Call me for an appointment at 541-523-4650.

Colleen Brooks

Blood Chairman

Baker City


Letters to the Editor for Nov. 11, 2013


Resort Street is a work of art

I’m writing regarding Resort Street. It is absolutely a work of art, and done well, too. It won’t need work done over again for a very long time.

I can honestly say I never complained when we had to drive around the park to get to the Dollar Tree or to go through the Baker Garage’s lot to get to my pharmacy.

I did, however, get a bit impatient when the drive-through window at US Bank was closed for so long. I did miss that.

Anyway, kudos to the whole crew for a job well done!

Mary Carroll

Baker City

Another view of Historic Baker City

Martin Financial Services is not in favor of the HBC business tax.

We opened our business on First Street in 1994 and have been paying for economic development via HBC ever since — even though Baker has a paid economic developer working at City Hall. We have yet to see any benefit from HBC’s effort.

It would have been nice to have been at least visited by one of the many directors in the last almost 20 years to discuss the strategies to promote a business such as ours. It would also be interesting to see any documented economic benefit over the past 20 years that any business has received — if such data exists.

It appears that HBC’s efforts are directed to promote retail and restaurant businesses; they are not directed to promote businesses that do not have a tangible product to offer like ours and others who are in the designated HBC area.

Then there are HBC regulations with which a business owner must comply. Regulation is cited as one of the top two challenges (the other one is taxes) that businesses must contend with to be successful. These regulations prohibit an owner from promoting his business as he sees fit — colors, signage and etc. are subject to HBC’s regulations.

Any business owner should have the freedom to establish and promote his business to his potential customers however he chooses. Promotional activities of individual business owners should not have to be filtered through someone else’s vision. A vibrant economy is a diverse one. HBC’s regulations are an unnecessary burden.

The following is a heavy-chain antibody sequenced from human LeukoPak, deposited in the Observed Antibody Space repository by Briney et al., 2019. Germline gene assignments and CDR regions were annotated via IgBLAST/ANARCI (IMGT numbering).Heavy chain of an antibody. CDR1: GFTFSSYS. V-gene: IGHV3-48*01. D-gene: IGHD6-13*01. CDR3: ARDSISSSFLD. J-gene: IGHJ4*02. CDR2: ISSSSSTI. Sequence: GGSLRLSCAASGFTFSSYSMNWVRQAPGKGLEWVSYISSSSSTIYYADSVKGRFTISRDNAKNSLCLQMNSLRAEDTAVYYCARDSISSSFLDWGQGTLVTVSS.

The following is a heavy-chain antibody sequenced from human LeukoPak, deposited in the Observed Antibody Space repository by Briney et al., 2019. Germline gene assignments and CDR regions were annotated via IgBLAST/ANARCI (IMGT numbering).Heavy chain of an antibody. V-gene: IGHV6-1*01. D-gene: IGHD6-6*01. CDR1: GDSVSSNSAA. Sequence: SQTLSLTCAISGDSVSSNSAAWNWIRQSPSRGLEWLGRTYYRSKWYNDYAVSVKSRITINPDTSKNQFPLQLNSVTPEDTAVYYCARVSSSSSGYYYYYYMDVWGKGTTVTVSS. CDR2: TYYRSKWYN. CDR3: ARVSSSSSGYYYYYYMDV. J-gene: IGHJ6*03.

If HBC is to continue it should be reorganized as the “Baker City Downtown Retail and Restaurant Association.” These are the businesses that are most likely to receive economic benefit from the promotions that HBC does.

However, any business or citizen or anyone who supports HBC’s vision for Downtown could voluntarily contribute to its efforts. Voluntary contributions to HBC would affirm or not affirm the effectiveness/popularity of its efforts and promotions with the business community and the citizens of Baker City.

Carol Martin

Baker City

Work of ‘good Samaritans’ appreciated

Don’t underestimate  the goodness of today’s youth. 

 Friday,  Nov. 8,  I  began raking leaves in my front yard,  when all of a sudden a pickup full of high school students  “descended” with rakes over their shoulder, and proceeded to clear and bag all the leaves. I offered to pay them, but they refused, saying they were doing this as a Community Service.   What  a nice gesture!  

THANK YOU to the crew that accomplished the leaf removal task, in  short order. The good Samaritans moved on down the street to  help someone else.  

 As everyone knows, Second Street is not shy of leaves at this time of year.

Phyllis Badgley

Baker City